What made Galileo point his telescope to the sky, Lavoisier develop new techniques to investigate matter, and Einstein spend sleepless nights wondering about the ultimate law of the Universe? Curiosity, yes, and a sense of beauty.
Humans are a curious bunch. Babies taste everything within their grasp, teenagers feel the compulsion to undergo experiences, and scientists want to study things for the first time. It is this feeling each one of us experiences when we are not satisfied about something — to know more, to improve, to fix — that creates new knowledge. This condition of general dissatisfaction, the result of a continual tension between our limits and our desires, acts as a powerful driving force for all that we do.
From our vantage point as human beings, limited in space, time and capabilities we can fully appreciate the imponderable beauty of the Universe. We feel its vastness can fulfil all our desires, and we are drawn in; but it’s an illusion for we will never be able to comprehend what this all means. Yet, just a glimpse of that beauty is all we seek, a drop of water for thirsty lips. And hence we investigate, ask questions, strive to find things out. When Dirac, working alone in the autumn of 1927 derived the equation that bears his name, he kept silent for weeks, afraid something could happen to such a mathematical beauty. He could not face the prospect (as he recounted) that something could “just knock the whole thing on the head”, as if his equation was mainly there to be admired.
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Science embodies this all too human sentiment, and that is why it unites all peoples behind it and continues to inspire teenagers around the world. Science knows no geographical or historical borders. When in the Middle Ages, Arab scholars discovered the wealth of knowledge accumulated in ancient Greek, Persian and Indian texts they avidly translated them into Arabic; they recognized that knowledge is not bound to a specific culture and created one of the most majestic examples of cosmopolitan institutions purely dedicated to the pursue of knowledge: the House of Wisdom in Baghdad. Later, the Renaissance and the Scientific Revolution in Europe owed a great deal to the progresses made by those Arab scholars, whose works were all translated into Latin.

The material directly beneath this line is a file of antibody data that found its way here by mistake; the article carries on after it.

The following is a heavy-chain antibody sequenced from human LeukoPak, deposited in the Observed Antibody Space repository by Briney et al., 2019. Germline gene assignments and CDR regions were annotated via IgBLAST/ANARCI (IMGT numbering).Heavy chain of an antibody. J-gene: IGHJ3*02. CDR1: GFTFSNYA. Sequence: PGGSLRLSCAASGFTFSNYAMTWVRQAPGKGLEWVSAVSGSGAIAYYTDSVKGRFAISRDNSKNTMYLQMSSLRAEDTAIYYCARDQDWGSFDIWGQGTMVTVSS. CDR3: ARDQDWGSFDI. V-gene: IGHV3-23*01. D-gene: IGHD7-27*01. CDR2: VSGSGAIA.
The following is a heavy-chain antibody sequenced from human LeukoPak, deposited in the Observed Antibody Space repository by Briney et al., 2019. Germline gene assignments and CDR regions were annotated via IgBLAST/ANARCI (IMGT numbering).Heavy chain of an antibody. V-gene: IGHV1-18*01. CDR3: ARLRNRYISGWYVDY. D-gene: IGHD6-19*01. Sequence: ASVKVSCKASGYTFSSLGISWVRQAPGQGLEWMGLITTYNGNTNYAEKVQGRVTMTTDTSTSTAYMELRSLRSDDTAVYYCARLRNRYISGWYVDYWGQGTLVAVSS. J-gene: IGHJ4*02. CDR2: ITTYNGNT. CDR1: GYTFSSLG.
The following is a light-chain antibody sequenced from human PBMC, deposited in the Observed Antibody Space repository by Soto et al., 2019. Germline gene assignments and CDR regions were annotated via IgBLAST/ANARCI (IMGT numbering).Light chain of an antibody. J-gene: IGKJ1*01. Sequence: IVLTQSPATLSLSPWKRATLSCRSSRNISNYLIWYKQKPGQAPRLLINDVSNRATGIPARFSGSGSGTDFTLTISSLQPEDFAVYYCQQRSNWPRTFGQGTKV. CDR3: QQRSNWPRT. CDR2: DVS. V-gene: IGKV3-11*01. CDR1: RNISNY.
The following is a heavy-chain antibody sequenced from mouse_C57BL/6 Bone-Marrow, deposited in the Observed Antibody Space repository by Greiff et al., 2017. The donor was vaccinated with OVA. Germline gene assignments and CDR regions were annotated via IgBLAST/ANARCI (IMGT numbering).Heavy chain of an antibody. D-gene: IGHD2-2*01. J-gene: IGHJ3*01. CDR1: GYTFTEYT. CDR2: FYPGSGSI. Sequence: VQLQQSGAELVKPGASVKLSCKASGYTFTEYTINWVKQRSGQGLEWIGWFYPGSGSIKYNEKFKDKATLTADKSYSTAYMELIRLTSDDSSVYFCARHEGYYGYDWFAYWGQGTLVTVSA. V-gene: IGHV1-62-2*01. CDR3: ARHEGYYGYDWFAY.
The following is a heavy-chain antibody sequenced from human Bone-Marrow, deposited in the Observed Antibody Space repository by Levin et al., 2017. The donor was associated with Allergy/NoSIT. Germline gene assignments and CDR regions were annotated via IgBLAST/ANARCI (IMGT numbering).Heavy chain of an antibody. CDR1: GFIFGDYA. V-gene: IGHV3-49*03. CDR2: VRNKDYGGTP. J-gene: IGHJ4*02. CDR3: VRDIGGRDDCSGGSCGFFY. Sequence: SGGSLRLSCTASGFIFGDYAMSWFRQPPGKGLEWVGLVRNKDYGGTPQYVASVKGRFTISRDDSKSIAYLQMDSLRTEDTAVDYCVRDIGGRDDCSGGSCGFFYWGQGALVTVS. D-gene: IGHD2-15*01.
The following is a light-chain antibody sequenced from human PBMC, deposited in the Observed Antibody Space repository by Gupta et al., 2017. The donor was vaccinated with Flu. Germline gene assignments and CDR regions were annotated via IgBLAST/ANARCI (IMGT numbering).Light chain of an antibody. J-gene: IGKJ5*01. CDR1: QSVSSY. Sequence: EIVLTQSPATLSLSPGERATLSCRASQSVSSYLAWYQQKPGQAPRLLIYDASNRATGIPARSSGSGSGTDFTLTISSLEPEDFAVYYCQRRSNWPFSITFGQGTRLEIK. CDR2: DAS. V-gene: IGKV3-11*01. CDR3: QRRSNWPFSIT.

Sometimes, however, the ebbs and flows of political events seem antagonistic to this basic need to pursue knowledge and seek beauty. There is a fear somehow that science may be a superfluous, even dangerous, activity: restrictions are put in place limiting international cooperation and exchange of ideas; discoveries by scientists of a different culture belittled. And even more worryingly, scientific findings that could directly impact the daily life of individuals or the destiny of entire populations are ignored. It is our duty as men and women of science to remind our politicians that only through more knowledge — not less — can we come up with effective solutions to the problems of the world. Understandably, this can be a tall order for a scientist, because it goes against the very reason why many of us chose to study science. We know science is a safe place, there is no room for irrationality and everything follows established rules (even though we don’t know them most of the time). Unlike in politics, charlatans are easily exposed and cannot take advantage. But after all, it is this instinct to investigate, the delight that derives from it and the need to share knowledge that make us humans. We must work to bring to the fore what has united us for more than 200 thousand years, rather than focus on the differences that have emerged in the past few centuries.
Mercifully, scientists are not alone in this mission. A host of other endeavours are also so inherently human that have the power to unite peoples. Chief among them is art, a language that speaks to our senses and our minds, aiming too at making people reach a deeper level of engagement with the Universe. And sport; international competitions unite fans behind a common passion, athletes behind a common goal. Who can forget the pictures of the US and Iranian footballers arm in arm before their game at the 1998 FIFA World Cup; “We did more in 90 minutes than the politicians did in 20 years”, one of the players is reported as saying. Or the selfie taken by two Korean gymnasts at the 2016 Olympic Games, one from the North and one from the South.
We should never assume the freedom to pursue knowledge is granted to us, as if we were living in a Garden of Eden. We must remain vigilant and reject complacency. The best way to do so is to take on board with us in our quest as many people as possible, conduce them by hand to see this ‘admirable workmanship’. How? Engage with political leaders, shape their agenda, advocate affordable education for all, give public lectures, collaborate with local and national newspapers, inspire pupils in public schools, get out there. We must fight this dangerous instinct to cocoon ourselves in the ivory tower. There is something more important than a corporate selfishness at stake here: defending our common identity.